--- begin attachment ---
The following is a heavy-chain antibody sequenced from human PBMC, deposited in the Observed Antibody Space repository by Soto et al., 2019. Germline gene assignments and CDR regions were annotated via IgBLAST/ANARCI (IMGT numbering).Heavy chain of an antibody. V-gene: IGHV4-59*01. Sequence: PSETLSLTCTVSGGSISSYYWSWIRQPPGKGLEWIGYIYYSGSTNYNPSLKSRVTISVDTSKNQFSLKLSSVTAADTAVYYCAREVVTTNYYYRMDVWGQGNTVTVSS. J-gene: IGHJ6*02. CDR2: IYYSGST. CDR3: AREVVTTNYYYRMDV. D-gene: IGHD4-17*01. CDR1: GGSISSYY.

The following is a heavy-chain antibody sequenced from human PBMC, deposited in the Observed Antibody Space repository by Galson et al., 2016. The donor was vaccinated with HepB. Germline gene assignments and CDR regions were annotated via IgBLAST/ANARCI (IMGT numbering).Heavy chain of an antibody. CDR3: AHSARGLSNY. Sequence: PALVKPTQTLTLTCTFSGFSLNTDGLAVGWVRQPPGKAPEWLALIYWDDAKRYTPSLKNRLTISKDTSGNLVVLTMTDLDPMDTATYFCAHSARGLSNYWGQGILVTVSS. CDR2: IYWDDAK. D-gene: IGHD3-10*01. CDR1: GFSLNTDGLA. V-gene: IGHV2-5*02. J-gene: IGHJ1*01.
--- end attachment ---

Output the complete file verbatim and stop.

The following is a heavy-chain antibody sequenced from human PBMC, deposited in the Observed Antibody Space repository by Soto et al., 2019. Germline gene assignments and CDR regions were annotated via IgBLAST/ANARCI (IMGT numbering).Heavy chain of an antibody. V-gene: IGHV4-59*01. Sequence: PSETLSLTCTVSGGSISSYYWSWIRQPPGKGLEWIGYIYYSGSTNYNPSLKSRVTISVDTSKNQFSLKLSSVTAADTAVYYCAREVVTTNYYYRMDVWGQGNTVTVSS. J-gene: IGHJ6*02. CDR2: IYYSGST. CDR3: AREVVTTNYYYRMDV. D-gene: IGHD4-17*01. CDR1: GGSISSYY.

The following is a heavy-chain antibody sequenced from human PBMC, deposited in the Observed Antibody Space repository by Galson et al., 2016. The donor was vaccinated with HepB. Germline gene assignments and CDR regions were annotated via IgBLAST/ANARCI (IMGT numbering).Heavy chain of an antibody. CDR3: AHSARGLSNY. Sequence: PALVKPTQTLTLTCTFSGFSLNTDGLAVGWVRQPPGKAPEWLALIYWDDAKRYTPSLKNRLTISKDTSGNLVVLTMTDLDPMDTATYFCAHSARGLSNYWGQGILVTVSS. CDR2: IYWDDAK. D-gene: IGHD3-10*01. CDR1: GFSLNTDGLA. V-gene: IGHV2-5*02. J-gene: IGHJ1*01.